AG Opinion – Freedom of establishment and transfer pricing
The German tax authorities carried out a tax assessment on Hornbach and found that the free of charge comfort letters the company sent to banks and creditors, containing a guarantee for the benefit of its foreign subsidiaries from which it did not receive any remuneration, had not been granted on arm’s length terms, thereby increasing Hornbach’s business tax. Hornbach challenged the assessment before the referring court, arguing that German legislation providing for the adjustment of taxation of transactions between related companies to reflect arm’s length terms violates the EU Treaty provisions on freedom of establishment. The referring court asked whether the relevant rule under German law is compatible with the EU Treaty provisions on freedom of establishment, but more specifically, whether a Member State can prevent companies from shifting profits out of its jurisdiction by requiring income to be declared on the basis of ‘arm’s length conditions’? And can it impose such a requirement only in relation to cross-border transactions and not domestic ones without falling foul of the Treaty rules on freedom of establishment?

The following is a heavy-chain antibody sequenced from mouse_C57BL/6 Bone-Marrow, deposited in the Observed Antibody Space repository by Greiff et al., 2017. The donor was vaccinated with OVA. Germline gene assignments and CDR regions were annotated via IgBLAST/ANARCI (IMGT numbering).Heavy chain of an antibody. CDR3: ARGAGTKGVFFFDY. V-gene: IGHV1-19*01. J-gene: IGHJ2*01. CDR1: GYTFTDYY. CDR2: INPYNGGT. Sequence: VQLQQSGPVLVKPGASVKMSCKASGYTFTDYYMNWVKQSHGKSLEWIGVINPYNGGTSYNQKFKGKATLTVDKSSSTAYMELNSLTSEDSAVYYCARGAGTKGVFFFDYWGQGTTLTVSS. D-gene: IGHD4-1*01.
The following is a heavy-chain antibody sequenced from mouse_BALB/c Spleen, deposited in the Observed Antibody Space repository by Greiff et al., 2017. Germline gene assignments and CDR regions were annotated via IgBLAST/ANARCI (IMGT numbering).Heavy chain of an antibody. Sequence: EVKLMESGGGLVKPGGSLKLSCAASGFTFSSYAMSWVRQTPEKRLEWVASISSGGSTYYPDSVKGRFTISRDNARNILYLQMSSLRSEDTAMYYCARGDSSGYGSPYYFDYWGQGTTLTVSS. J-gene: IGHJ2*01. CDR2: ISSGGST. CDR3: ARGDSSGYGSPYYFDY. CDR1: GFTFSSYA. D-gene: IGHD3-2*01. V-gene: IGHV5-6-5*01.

The Advocate General answered yes to both questions and concluded that the German transfer pricing legislation did not violate the EU concept of freedom of establishment, and even if it were a restriction on the freedom of establishment it was justified on the basis of the preservation of the balanced allocation of powers. The Advocate General also considered the discrimination approach and the restriction approach when analysing situations of alleged infringement of freedom of establishment in the area of direct taxation, and invited the CJEU to articulate which approach applies and said that he favours the discrimination approach. If the CJEU adopts the discrimination approach, then the analysis should stop at the stage of comparability.
This article appears in the JHA December 2017 Tax Newsletter, which also features:
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